Being cognisant of the lack of evidence of impact, we put forward the following strategies for consideration: a transparent mechanism through which complaints about racist practices in organisations can be easily submitted for independent investigation22; systematic tracking of organisational statements and commitments on antiracism, and routine public reporting; the development of metrics that can capture progress;23 and an independent expert body (that includes a board with a track record in antiracism reform) to monitor progress across global public health organisations. While we recognise that some organisations have already dedicated financial resources to act on their commitments, sustainable allocation of funding to support organisational efforts will be required to implement the reforms needed. But resource availability should not be used as a barrier to prevent organisations from promoting the right values and initiating a culture of antiracism action.

With a core mission to achieve ‘health for all’ and reduce inequities globally, global public health organisations have an obligation to speak up in the face of social and health injustices whenever they arise, and offer the global community measurable commitments towards antiracism reform. Is it not time that we hold global public health organisations accountable to these standards?

Data availability statement

Data are available on reasonable request. The data in this research were extracted from publicly available sources, namely organisational websites. The authors may provide the collation and analysis of the data upon reasonable request.

Ethics statements

Patient consent for publication


Supplementary materials

  • Supplementary Data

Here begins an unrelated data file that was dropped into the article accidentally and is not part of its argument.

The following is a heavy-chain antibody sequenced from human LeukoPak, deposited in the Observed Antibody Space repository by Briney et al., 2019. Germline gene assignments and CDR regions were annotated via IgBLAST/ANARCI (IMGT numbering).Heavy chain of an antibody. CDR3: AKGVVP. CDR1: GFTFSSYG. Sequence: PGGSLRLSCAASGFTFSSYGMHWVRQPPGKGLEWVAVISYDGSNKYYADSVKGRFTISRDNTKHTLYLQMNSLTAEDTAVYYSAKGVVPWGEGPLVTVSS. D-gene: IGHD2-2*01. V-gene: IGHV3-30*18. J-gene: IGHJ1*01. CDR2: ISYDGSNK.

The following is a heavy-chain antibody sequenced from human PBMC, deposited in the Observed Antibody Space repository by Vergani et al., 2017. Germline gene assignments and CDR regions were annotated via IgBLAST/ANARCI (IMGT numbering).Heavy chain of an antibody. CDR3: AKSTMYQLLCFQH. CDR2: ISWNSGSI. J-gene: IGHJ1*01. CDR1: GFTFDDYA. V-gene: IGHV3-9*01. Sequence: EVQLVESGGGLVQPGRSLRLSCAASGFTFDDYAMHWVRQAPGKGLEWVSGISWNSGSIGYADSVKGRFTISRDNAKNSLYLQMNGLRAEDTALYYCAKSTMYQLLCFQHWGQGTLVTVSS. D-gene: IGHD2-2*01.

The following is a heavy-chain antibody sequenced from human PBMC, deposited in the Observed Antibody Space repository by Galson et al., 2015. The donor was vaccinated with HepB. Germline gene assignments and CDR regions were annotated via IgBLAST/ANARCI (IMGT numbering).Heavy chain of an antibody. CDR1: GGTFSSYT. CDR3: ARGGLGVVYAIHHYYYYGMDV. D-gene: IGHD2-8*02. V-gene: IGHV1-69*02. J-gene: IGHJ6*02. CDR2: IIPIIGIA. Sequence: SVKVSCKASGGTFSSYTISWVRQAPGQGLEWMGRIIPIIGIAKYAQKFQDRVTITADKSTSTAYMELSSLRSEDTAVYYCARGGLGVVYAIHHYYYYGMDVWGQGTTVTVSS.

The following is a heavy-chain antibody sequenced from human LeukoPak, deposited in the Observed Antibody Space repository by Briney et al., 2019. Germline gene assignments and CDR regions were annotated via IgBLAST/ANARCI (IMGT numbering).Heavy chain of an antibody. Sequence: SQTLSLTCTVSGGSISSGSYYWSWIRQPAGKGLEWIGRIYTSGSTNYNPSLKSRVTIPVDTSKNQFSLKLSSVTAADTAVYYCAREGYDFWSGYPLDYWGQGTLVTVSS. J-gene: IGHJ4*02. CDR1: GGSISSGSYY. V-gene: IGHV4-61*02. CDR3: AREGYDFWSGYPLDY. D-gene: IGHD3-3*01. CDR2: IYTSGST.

This web only file has been produced by the BMJ Publishing Group from an electronic file supplied by the author(s) and has not been edited for content.


  • Handling editor Seye Abimbola

  • Twitter @eazyBoro, @DrMishalK

  • Contributors AR-S, NAE, LH, MAR and MK conceptualised the research goals, objectives and study design. AR-S and MK developed the methodology. AR-S led on its execution and is responsible for the overall content, acting as guarantor for this study. AR-S, BA, EB, TDC, JAM and MAR were involved in data collection and curation, and AR-S and BA conducted the analysis, validation and synthesis of the final dataset. AR-S, NAE, and MK prepared the original draft of the manuscript, and BA, EB, TDC, RRG and MAR contributed equally to revisions and editing. All authors reviewed the final manuscript.

  • Funding The authors have not declared a specific grant for this research from any funding agency in the public, commercial or not-for-profit sectors.

  • Competing interests None declared.

  • Patient and public involvement Patients and/or the public were not involved in the design, or conduct, or reporting, or dissemination plans of this research.

  • Provenance and peer review Not commissioned; externally peer reviewed.

  • Supplemental material This content has been supplied by the author(s). It has not been vetted by BMJ Publishing Group Limited (BMJ) and may not have been peer-reviewed. Any opinions or recommendations discussed are solely those of the author(s) and are not endorsed by BMJ. BMJ disclaims all liability and responsibility arising from any reliance placed on the content. Where the content includes any translated material, BMJ does not warrant the accuracy and reliability of the translations (including but not limited to local regulations, clinical guidelines, terminology, drug names and drug dosages), and is not responsible for any error and/or omissions arising from translation and adaptation or otherwise.